Wood Flooring: Cork Plank Flooring
Cork plank flooring is fast becoming the most stylish alternative to traditional floor covering and it’s practical and environmentally friendly too. For more than 100 years, natural cork has proven to be one of the most resilient and durable floor coverings available in Europe. Even though cork plank flooring has been offered for decades in the United States it is only recently that fresh styles, trendy colors, and tough finishes have led to its rediscovery and positive reception. A particular favorite in trendy West Coast kitchens and in urban Eastern U.S. markets.
Cork is waterproof, resilient, and lightweight. It also acts as thermal insulation, absorbs sounds and small air pockets in the material serve as shock absorbers. Consequently, it's a superb option for the busiest areas of a home - kitchens, exercise rooms, halls, family rooms and children's play areas. The combination of durability and low maintenance also make cork plank flooring perfect for various commercial interiors, such as stages, music rooms and dance floors.
Introduced in the late 1800s, cork flooring has a proven track record as one of the most resilient of the sustainable harvested natural materials. It is produced from the bark of mature cork trees indigenous to Spain, Portugal, and other western Mediterranean countries. At approximately nine-year intervals, the bark is cautiously stripped from the trunks and ground into granules that are bonded with resins and molded at high heat and pressures. Manufacturers vary the granule size to produce different patterning.
Most planks come in shades from tawny brown, just like cork bulletin boards or wine stoppers, to the darkest of browns, by burning the cork before it is compressed. Some manufacturers offer stains ranging from off-white to earthy reds and greens.
Cork plank flooring is becoming popular because it can be installed as a floating floor. A floating floor allows installation where previously you didn't want to glue down planks, such as areas that are below grade. Similar to laminate flooring planks, the floating cork floor plank consists of a cork base, a fiberboard center core, and a surface layer of cork in a variety of patterns.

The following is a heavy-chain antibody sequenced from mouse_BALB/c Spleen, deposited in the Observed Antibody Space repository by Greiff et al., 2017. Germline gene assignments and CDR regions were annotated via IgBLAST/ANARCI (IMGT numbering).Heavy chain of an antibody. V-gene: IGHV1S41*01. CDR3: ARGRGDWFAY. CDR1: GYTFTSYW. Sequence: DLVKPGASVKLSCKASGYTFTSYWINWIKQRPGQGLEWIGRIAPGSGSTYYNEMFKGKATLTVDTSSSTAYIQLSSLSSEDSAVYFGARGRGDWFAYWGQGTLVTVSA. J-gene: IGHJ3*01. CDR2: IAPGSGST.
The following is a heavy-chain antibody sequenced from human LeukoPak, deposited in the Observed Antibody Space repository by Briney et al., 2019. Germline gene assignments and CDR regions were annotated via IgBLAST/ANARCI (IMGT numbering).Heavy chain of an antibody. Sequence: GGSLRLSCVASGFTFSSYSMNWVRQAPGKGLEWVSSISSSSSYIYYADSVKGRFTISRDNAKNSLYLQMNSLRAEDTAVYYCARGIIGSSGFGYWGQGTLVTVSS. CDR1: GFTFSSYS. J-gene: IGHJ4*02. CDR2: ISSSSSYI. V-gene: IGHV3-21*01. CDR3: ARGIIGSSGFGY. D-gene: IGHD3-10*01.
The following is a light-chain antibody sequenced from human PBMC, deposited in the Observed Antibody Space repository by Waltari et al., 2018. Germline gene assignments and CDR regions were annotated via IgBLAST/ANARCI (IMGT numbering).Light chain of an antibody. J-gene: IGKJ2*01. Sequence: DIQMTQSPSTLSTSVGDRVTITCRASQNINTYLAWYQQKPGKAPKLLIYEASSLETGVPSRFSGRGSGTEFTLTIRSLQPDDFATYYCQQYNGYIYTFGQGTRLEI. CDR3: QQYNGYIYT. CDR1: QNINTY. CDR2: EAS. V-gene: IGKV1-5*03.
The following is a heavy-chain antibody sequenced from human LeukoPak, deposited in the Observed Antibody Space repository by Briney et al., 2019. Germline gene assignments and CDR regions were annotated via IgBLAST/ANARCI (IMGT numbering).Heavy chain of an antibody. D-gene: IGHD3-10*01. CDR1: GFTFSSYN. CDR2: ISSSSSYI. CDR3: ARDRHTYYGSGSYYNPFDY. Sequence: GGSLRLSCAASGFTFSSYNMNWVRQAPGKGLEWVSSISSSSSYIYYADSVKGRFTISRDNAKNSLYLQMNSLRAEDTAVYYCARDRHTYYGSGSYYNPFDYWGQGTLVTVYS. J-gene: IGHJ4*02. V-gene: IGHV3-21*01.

Like engineered hardwood, cork comes in planks that can be adhered to the subfloor, or in floating tongue-and-groove systems that need adhesive only on the edges. A floating floor can be installed over a less than perfect sub-floor, provided the sub-floor is level. The tongue and groove system uses the same procedure as the installation of a laminate floor. Glueless floating cork planks that snap together are outselling tiles because they're easy to install and have a pre-attached underlayment.
Planks are normally purchased prefinished with three coats of a UV-cured polyurethane. But most manufacturers either require or recommend that installers brush on up to four additional coats to seal the seams after they install the floor. Other finishes include acrylic, wax and varnish. When the finish starts to wear off, the cork plank floor can be resanded and refinished. Cork flooring is fairly easy to clean. Sweeping and mopping are the usual maintenance.